Report on re3data COREF / CoreTrustSeal Workshop on Quality Management at Research Data Repositories



Report on re3data COREF / CoreTrustSeal Workshop on Quality Management at Research Data Repositories


Am 5. Oktober 2022 fand der gemeinsam von re3data COREF und CoreTrustSeal ausgerichtete Online-Workshop “Quality Management at Research Data Repositories” statt, den über 70 Teilnehmende besuchten. Ziel des Workshops war es, Aktivitäten von Forschungsdatenrepositorien zur Sicherung, Bewertung und Verbesserung der Datenqualität zu diskutieren.

Der Workshop begann mit einem Input der Workshop-Organisatoren: re3data COREF präsentierte die Ergebnisse einer kürzlich durchgeführten Umfrage zum Qualitätsmanagement bei Repositorien und CoreTrustSeal stellte die Perspektive einer Zertifizierungsorganisation vor. Anschließend präsentierten Repositorien verschiedener Disziplinen ihre Ansätze zum Qualitätsmanagement. Der Workshop schloss mit einer Breakout-Session und einer Diskussion über Möglichkeiten, Informationen zur Datenqualitätssicherung besser sichtbar zu machen.


Forschungsdaten, Forschungsdatenrepositorien, Qualitätssicherung

Report on re3data COREF / CoreTrustSeal Workshop on Quality Management at Research Data Repositories


On October 5, 2022, the “Workshop on Quality Management at Research Data Repositories” – jointly organized by re3data COREF and CoreTrustSeal – was held online with more than 70 participants attending. The objective of the workshop was to discuss activities research data repositories perform to assure, assess, and improve data quality.

The workshop started with input from the workshop organizers: re3data COREF presented results of a recent suvey on quality management at repositories, and CoreTrustSeal shared the perspective of a certification organization. Then, repositories from different disciplinary backgrounds presented their approaches to quality management. The workshop concluded with a breakout session and a plenary discussion on options for making information on data quality assurance more visible.


research data, research data repositories, quality assurance

Veröffentlichung: 04.02.2023 in Informationspraxis Bd. 8, Nr. 1 (2022)


1 Introduction

On October 5, 2022, the “Workshop on Quality Management at Research Data Repositories” – jointly organized by re3data COREF and CoreTrustSeal – was held online. More than 70 participants attended the workshop and most of them are actively involved with a repository or a similar service. The objective of the workshop was to discuss and highlight the numerous activities research data repositories perform to assure, assess, and improve data quality.

1.1 Research data and quality assurance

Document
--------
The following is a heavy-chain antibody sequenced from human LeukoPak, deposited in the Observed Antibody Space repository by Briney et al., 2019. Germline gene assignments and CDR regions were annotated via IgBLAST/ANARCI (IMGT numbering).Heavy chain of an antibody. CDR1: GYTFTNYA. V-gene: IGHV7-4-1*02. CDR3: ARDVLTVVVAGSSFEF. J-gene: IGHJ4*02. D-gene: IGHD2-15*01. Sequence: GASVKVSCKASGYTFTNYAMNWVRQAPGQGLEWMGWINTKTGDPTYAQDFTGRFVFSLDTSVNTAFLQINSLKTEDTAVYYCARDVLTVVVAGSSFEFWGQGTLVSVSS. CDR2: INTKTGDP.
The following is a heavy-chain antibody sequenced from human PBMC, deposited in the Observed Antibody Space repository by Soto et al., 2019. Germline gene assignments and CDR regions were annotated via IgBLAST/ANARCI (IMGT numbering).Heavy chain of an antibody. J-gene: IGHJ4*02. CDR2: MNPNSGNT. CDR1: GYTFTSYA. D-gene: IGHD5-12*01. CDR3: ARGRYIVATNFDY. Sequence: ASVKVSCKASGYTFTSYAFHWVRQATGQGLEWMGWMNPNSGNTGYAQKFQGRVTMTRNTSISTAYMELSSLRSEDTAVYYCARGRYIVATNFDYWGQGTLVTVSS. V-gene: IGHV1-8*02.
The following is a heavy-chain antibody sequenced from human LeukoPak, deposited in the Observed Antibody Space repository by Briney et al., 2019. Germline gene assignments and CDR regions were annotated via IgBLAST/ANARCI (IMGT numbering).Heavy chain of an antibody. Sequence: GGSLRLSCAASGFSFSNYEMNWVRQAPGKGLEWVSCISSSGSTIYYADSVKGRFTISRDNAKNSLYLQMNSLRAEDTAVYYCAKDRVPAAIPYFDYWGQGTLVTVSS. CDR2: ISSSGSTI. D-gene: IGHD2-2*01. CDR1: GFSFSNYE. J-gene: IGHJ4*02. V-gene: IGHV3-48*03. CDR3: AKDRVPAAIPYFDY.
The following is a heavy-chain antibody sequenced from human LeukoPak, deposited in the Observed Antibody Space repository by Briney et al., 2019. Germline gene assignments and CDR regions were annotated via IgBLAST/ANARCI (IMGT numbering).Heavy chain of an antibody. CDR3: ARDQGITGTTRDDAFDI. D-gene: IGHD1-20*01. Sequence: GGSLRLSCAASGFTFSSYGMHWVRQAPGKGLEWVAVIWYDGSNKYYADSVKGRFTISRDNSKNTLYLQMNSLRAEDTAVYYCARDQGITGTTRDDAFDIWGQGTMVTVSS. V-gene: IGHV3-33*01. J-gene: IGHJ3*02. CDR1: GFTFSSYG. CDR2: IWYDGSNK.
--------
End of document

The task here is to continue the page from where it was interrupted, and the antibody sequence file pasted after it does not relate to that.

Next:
Definitions of research data quality are often context-dependent; data quality is commonly conceptualized as “fitness for use”. In this understanding, quality is determined by whether research data are suitable to be used for a specific purpose. Sometimes, these definitions result in the specification of criteria – i.e., characteristics that data must exhibit to be considered fit for use. Data quality assurance involves several activities, including a) the assessment of data, b) necessary actions taken to ensure that data meet these criteria, and c) the documentation of requirements and quality levels achieved by those measures. It is a fundamental issue for repositories that seek to ensure the usability of the data they hold and trust in their collection and services. However, information on the specific measures repositories undertake to ensure data quality is currently limited.

1.2 Workshop format

The workshop comprised three parts. In part 1, the workshop organizers gave an overview of the current developments in quality management for research data. Results of a recent survey among research data repository operators were presented to outline the status quo of quality management for research data. In the following presentation, the perspective of the certification organization CoreTrustSeal on data quality assurance was shared. In part 2, operators of repositories with different scopes (earth and environmental sciences, humanities, and social sciences) presented their approaches to quality assurance. In part 3, workshop participants were invited to breakout sessions to share measures for quality assurance that they have implemented and challenges they are facing in this context. The workshop concluded with a plenary discussion on options for making information on data quality assurance more visible at the level of repositories. Presentation slides and recordings of part 1 and 2 are linked below.

2 Part I: Input from workshop organizers

2.1 re3data COREF